How You Can You Make Democracy Work – At Work

At the end I share 5 quick things to do to make your workplace more democratic.  But, first, are you sold on it?  And does your organization need it?

Do people still not get the power of a democratic workplace? I arrived early for my speech to a chapter of the National Human Resources Association. The two speakers who preceded me were from Dreamhost, a webhosting company from Orange County. They were there to talk about their “democratic workplace.” They were forceful and a bit patronizing, I thought, as they said things like “if you don’t respect others they won’t respect you, okay?” And “It’s all about relationship.”  They talked up transparency, and genuine input.  And their firm walked the talk. For example, when they sought a new CEO, a committee identified the top prospects and the finalists were interviewed by . . . the entire company (about 100 employees at the time), who then voted in the new CEO. (See their values poster to the left.)

MURALOk, this was pretty radical democracy at work. But I still thought to myself, everyone knows that genuine democracy, exchange, input, fairness, etc. drive engagement, initiative, and collaboration. I didn’t think people needed this hard sell. It seemed self evident.  But, I thought, trust your gut, but verify. So, when it was my turn, I thought I’d take the pulse of the room. I stood at the left front corner of the long stage and said to the 60 HR professionals in attendance, “Let me ask you about your companies. Where would you be on this line. Where I am now is “1,” which means you are the exact opposite of this democratic, inclusive, egalitarian culture.” Then I walked to the right front corner of the stage, “And this would be a “10,” if your company is totally in sync with what these guys have been talking about.  Just call out the numbers all at once.”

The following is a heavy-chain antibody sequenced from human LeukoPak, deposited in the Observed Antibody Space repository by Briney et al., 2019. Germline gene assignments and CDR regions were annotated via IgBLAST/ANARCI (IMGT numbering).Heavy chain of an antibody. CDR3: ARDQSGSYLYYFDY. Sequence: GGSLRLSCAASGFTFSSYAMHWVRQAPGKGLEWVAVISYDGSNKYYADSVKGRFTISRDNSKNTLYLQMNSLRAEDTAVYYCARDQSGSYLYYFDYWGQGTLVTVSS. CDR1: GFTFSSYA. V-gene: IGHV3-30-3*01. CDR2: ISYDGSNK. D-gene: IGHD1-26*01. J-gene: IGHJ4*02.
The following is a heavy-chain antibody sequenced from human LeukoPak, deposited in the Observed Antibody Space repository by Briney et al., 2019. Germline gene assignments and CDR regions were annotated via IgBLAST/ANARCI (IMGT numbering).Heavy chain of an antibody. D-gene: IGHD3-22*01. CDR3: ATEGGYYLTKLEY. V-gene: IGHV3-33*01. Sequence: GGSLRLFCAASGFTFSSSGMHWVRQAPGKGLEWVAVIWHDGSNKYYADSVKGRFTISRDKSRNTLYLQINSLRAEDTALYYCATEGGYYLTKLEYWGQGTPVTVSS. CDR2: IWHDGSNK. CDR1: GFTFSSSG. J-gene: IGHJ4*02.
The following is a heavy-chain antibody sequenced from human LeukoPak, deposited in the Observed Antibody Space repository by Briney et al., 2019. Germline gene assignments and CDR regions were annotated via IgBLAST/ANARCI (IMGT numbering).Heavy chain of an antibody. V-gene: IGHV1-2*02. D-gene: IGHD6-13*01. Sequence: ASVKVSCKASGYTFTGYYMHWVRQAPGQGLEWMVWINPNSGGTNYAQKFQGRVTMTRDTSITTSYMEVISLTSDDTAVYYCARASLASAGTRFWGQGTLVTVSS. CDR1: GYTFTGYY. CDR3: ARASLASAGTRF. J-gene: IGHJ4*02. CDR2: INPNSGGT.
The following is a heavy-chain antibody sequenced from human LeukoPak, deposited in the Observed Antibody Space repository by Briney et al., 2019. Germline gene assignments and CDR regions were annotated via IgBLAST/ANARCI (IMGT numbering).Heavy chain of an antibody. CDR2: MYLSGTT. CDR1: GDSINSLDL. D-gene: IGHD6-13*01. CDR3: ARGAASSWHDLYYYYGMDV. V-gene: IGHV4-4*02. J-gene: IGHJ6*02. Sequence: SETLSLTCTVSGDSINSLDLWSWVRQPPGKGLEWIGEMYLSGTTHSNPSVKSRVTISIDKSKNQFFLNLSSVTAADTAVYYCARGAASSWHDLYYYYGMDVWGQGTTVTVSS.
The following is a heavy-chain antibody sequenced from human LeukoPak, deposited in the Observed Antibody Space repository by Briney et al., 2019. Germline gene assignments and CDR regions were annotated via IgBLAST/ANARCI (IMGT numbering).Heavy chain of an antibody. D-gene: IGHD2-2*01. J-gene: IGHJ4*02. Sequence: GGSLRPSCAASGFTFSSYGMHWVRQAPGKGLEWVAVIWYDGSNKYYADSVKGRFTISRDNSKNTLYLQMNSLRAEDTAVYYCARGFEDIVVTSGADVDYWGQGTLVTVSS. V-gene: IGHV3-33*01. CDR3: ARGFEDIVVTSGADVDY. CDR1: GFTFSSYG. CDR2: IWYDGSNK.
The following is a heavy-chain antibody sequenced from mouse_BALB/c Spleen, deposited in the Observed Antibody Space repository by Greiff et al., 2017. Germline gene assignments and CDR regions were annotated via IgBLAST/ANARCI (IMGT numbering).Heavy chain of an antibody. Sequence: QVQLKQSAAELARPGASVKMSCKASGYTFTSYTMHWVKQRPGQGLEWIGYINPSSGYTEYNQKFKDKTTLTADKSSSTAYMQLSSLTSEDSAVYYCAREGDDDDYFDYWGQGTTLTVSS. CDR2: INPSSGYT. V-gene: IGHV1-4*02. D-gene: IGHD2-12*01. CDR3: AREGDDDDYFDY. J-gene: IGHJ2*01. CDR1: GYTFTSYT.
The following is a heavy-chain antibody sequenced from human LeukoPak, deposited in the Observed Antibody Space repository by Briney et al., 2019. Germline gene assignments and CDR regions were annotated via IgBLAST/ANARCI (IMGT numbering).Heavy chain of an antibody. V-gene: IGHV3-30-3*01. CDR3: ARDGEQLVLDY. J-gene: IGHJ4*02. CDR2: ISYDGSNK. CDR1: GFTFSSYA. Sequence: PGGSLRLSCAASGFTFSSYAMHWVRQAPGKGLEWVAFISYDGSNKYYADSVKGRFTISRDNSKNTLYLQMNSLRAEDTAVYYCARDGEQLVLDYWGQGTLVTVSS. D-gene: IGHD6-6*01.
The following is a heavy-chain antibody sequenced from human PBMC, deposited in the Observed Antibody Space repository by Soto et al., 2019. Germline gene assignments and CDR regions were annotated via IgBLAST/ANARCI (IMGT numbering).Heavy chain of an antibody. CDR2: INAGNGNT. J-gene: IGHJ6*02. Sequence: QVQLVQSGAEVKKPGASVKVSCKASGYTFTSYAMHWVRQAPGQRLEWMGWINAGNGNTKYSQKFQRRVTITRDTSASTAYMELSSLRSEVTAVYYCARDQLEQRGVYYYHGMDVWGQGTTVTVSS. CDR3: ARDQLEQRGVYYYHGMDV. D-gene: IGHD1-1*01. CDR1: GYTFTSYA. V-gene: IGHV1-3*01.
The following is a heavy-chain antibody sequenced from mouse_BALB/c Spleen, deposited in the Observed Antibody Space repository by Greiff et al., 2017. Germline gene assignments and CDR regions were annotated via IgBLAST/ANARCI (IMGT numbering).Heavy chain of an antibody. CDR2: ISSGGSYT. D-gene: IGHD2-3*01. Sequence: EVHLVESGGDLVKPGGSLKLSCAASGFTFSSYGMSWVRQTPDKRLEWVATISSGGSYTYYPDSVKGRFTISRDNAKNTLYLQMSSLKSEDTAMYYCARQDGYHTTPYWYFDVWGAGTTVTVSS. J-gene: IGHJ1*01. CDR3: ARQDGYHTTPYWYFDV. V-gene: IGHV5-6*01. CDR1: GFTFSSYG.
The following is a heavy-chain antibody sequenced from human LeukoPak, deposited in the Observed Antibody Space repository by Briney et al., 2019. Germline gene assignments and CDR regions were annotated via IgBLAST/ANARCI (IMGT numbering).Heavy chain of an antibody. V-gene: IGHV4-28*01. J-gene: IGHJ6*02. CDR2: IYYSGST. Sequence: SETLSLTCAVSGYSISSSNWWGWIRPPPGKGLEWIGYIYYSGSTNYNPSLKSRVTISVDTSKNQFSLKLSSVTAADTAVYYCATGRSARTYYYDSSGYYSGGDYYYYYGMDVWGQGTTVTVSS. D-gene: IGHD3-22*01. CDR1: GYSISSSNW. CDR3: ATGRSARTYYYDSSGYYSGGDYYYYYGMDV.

The first thing I heard was “1.”  Then “1. 5. 5. 3. 1. 2. 5.”

I was stunned. “No one is higher than a 5?” I asked. “Somewhere between 5 and 7,” someone said. “Nobody higher than a 7?” I asked incredulously.  Nope.  Someone said, “Those guys are from a software company. We’re more old fashioned — banks, manufacturing, you know?”

My question to you:  Is your shop only below 5?  Hit “comment on this article” and leave an anonymous reply.

And if it troubles you that there is so little democracy, and you “run a shop,” take action!  Managers have a huge amount of room – no matter the corporate culture – to create oases of enlightenment.  Quick ideas for change:

(1) Rotate agenda creation and meeting management among members of your team;

(2) Use technology, like Google Spreadsheets (or survey monkey) to get real time feedback, where people can weigh in at once, without feeling like they’re on jump street;

(3) Ask, “What might I be missing that could help our team to work better?”

(4) When you don’t know something say, “I don’t know.”

(5) When you ask for input, yet go in a different direction, thank people and explain why you went in another direction.